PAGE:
One of the big questions for organisations is how they can get their employees to be more productive. For many companies this has led to the realisation that they need to understand what high performance employees want at work. In understanding this it is possible to help those employees to be more productive, but importantly it is possible to retain those all-important high performance employees. In 2014, Karie Willyerd published a piece for the Harvard Business Review that raised some of these important talent management questions. One of the most pressing reasons for understanding what high performance employees want at work is the fact that, according to Willyerd:
“A high performer can deliver 400% more productivity than an average performer.”
Of course that is an intriguing prospect for all businesses. On the basis of this a study was carried out of almost 3,000 employees, in 27 different countries in the world, with both executives and workers being questioned. Of the different employees included in the study, 40% were considered to be high performers, 40% were thought to be average performers and 20% were reported to be performing below average, generally.
One of the findings that was not so terribly surprising is that high performers like their jobs more than low performers, and most are generally not planning to leave them in the near future (in the upcoming six months). However, one in five of these employees were indeed planning to leave their organisation within six months. Additionally, though high performers do like their jobs more than low performers, in only half of all cases or less were they found to be satisfied at work.
Clearly this raises a problem for organisations, most of which are very eager to hold onto their most productive, highest performing employees. However, thwarting the process even further, many high performers were reported in the study to not be getting what they require from line managers. In looking at what employees value overall at work the factors were found to be compensation that is competitive, bonuses, retirement plans, training programmes, flexible work locations, vacation time a flexible schedule and benefits for their families, among others. High performers were found to link job satisfaction to pay more than other employees and after this, bonuses were important. This indicates that organisations need to find a way to be able to pay their high performers effectively and differentiate between pay for these employees and lower performing individuals. Obviously, high performing employees have greater opportunities to go elsewhere if they do not get what they want.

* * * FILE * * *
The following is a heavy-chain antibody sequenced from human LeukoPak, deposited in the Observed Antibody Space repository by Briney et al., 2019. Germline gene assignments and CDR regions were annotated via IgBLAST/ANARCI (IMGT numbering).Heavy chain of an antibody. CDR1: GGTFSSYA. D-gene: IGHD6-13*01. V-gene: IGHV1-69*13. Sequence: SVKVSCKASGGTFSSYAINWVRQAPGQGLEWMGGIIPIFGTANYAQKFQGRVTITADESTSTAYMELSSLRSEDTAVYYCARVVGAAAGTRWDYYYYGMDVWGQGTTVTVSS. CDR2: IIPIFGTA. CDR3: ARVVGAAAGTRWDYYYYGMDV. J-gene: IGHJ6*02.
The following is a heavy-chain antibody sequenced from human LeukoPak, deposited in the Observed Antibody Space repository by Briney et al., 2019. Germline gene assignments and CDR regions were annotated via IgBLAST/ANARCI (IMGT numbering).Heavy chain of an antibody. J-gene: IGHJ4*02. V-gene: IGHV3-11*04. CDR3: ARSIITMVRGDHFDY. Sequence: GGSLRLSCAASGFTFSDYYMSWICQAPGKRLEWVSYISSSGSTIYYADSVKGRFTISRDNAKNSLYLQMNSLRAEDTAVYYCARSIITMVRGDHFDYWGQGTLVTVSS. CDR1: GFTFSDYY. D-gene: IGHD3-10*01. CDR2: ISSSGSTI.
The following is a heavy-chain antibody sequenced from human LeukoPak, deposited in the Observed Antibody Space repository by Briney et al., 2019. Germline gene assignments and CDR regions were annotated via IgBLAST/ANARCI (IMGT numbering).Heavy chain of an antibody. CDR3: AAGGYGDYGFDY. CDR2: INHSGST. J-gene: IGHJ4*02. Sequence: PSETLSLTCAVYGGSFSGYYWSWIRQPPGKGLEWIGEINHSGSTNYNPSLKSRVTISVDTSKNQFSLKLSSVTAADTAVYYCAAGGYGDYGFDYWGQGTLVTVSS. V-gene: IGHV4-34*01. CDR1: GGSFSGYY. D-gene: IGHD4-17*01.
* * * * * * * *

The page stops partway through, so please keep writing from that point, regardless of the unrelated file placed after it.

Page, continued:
The obvious problem with this finding is that it creates something of a management nightmare, as it is hard to distinguish in this way between differently performing employees in the workplace. Obviously if some employees are receiving far more in the way of bonuses each year, this could lead to drops in productivity, as well as problems between those doing better financially from the workplace and those that are not. It is even suggested that it would be hard to make teams work well together in such circumstances, and that it could lead to bullying. On the other hand, failing to mark out the high performers could lead to losing them altogether.
Another thing that high performers were found to want is feedback. This may be easier to institute than the pay challenge already described. It was reported that 50% of high performers want a one to one with their manager once a month at a minimum, but only just over half felt that they were getting what they needed in terms of feedback. Feedback is considered important for helping the high performers to feel appreciated for everything that they do. Once a year is clearly not going to be enough, according to this research. Interestingly also, high performers love to learn. It is argued that framing training or an assignment based on the learning that will be achieved as a result of carrying it out can be most beneficial in appealing to high performers. It can be motivational and encourage retention.
Yet another interesting finding was that those that perform less well were far more willing to relocate to a different place than other performers, at least within their own country. Only 42% of high performers would relocate to a different state or region, while 51% of low performers were happy to relocate within the country. This is particularly interesting, given that as the researchers suggest, relocation is often offered as a benefit.